I was hoping to avoid this story because it’s horrible and I didn’t want to deal with it. But it’s all over the news now and so we have to talk about it.
A lawyer, Cynthia Wachenheim, on leave from the Manhattan Supreme Court, jumped to her death from a Harlem apartment with her 10-month-old son strapped to her body in an Ergo baby carrier. The baby survived.
I know that society requires and expects me to use restraint or even show sympathy for suicide “victims.” But I just can’t muster the will to conform to social conventions in this case. This woman left behind a 13-page suicide note (of course a lawyer leaves a 13-page suicide note) explaining that she thought her baby had cerebral palsy based on internet research (doctors found nothing wrong with the child). When nobody believed her crazy rantings, her solution was to try to kill her own child — as if even an actual diagnosis of CP was worse than death.
Screw this woman….
Having just been through the process of having a newborn, I’m acutely aware of all the time hospitals, pediatricians, and psychiatrists put in telling new parents how to handle the feelings of anxiety and sometimes depression that affect new parents. According to the reports filtering in about Wachenheim’s suicide note, it seems like she refused to listen to anybody else or seek out readily available help for her mental health issues. From the New York Times:
According to a law enforcement official who has seen the note, she wrote that her infant son, Keston Bacharach, had previously taken a few tumbles, including “two shameful incidents,” a fall from a Gymini play set onto the wood floor when she walked out of the room for five minutes, and off a bed. She blamed herself, and was convinced that those falls had led to a series of concussions and seizures that aggravated or contributed to maladies that would harm him for the rest of his life.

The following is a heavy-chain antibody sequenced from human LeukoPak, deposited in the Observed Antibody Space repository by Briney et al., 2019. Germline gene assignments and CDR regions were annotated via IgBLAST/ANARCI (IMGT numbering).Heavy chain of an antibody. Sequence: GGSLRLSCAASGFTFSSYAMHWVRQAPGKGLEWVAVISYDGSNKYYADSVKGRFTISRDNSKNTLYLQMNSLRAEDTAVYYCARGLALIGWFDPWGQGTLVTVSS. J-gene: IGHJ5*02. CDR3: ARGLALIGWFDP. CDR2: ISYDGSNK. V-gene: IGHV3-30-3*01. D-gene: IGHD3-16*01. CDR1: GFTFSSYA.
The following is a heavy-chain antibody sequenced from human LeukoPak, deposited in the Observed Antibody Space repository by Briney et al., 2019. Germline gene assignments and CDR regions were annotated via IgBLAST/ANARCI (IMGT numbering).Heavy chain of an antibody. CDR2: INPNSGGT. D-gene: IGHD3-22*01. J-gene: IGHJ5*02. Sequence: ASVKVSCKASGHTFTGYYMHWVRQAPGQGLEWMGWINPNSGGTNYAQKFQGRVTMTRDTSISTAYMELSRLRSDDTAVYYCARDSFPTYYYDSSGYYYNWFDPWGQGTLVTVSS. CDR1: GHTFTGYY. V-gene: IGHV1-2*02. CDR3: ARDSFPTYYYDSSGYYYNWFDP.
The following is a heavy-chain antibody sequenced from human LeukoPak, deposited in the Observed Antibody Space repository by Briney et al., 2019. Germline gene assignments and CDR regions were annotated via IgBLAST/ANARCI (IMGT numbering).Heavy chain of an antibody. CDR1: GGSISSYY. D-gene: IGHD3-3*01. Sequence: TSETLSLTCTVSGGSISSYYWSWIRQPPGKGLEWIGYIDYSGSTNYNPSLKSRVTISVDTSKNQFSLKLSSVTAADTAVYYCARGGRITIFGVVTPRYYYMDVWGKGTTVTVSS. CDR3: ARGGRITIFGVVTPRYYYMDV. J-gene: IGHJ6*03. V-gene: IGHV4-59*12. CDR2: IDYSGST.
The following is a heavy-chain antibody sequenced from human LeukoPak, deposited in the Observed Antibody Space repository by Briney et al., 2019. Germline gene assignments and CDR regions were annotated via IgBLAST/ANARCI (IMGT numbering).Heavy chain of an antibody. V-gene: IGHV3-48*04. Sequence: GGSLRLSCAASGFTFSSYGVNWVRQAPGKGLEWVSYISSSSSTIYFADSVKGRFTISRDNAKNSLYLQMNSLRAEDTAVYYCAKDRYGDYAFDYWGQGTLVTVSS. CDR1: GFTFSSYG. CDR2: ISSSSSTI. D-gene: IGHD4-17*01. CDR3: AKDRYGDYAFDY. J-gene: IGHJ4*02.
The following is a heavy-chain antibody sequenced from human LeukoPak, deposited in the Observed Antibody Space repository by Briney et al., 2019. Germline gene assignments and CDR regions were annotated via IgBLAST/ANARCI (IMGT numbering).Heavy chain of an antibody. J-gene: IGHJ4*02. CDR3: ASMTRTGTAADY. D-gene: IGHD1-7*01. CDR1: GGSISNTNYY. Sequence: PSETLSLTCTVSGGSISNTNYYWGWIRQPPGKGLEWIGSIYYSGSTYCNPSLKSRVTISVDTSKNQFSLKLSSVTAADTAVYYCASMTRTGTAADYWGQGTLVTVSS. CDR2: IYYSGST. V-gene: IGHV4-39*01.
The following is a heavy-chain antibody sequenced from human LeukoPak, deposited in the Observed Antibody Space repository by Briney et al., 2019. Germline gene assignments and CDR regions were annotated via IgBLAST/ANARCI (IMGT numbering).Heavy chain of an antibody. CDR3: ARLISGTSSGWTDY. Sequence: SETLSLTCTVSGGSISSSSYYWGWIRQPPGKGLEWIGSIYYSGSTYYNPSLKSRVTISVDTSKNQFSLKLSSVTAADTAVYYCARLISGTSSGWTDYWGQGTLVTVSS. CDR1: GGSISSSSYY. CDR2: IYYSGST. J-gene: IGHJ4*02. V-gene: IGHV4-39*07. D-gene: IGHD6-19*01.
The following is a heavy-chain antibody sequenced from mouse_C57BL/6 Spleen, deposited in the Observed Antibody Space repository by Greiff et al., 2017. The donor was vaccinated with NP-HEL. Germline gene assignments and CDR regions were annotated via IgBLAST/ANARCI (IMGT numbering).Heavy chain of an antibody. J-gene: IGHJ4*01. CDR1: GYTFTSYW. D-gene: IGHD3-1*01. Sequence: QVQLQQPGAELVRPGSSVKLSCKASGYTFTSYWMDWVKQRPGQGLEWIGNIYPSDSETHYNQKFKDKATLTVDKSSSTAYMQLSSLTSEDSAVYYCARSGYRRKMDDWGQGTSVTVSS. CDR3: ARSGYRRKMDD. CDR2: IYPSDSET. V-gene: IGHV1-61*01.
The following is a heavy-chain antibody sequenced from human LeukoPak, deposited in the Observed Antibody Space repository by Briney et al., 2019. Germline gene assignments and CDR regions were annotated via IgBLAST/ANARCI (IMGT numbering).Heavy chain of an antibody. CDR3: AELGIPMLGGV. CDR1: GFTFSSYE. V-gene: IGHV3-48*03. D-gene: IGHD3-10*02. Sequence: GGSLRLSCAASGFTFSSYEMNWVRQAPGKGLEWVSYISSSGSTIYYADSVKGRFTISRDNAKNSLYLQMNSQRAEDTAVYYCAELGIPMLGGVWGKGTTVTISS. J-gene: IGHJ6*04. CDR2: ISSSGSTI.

Her friends, family members and pediatrician did not believe her, she wrote. But she noticed changes in the baby — changes that only a mother who spends all day with her child would notice. For instance, she wrote, her son had grown sleepier and cried more frequently.
She wrote that she could not bear the thought that he might suffer because she had failed to protect him. She wrote that what she was about to do was “evil.”
Damn straight she was “evil.” Look at how her concerns are all about her: she felt shame, she noticed changes, she couldn’t bear the thought. What a selfish, awful woman.
She said that she would give her life to bring his health back and that she hated herself for the first time in her life.
She’d give her life to make him healthy, but apparently couldn’t commit to nursing him through the fake diseases she made up for him in her mind.
The Times reports that Wachenheim was a Columbia Law grad who was on leave from a “$122,800-a-year job as an associate court attorney in the Manhattan State Supreme Court system.” We’re not talking about a person who couldn’t afford a shrink or medication or whatever the hell else she needed to convince her to NOT selfishly try to take the life of her own child.
I don’t know, Casey Anthony (allegedly) kills her child, and she’s a monster. This woman most certainly tries to do the same thing, but she’s a “victim” because she tried to kill herself at the same time?
Don’t let the fancy law degree and respectable job fool you; she’s a monster.
UPDATE (5:45 PM): For a different perspective, see this commentary from a friend of Cindy Wachenheim. According to Professor Elizabeth Nowicki, who grew up with Cindy Wachenheim, Cindy wasn’t evil or selfish; she was just very, very sick.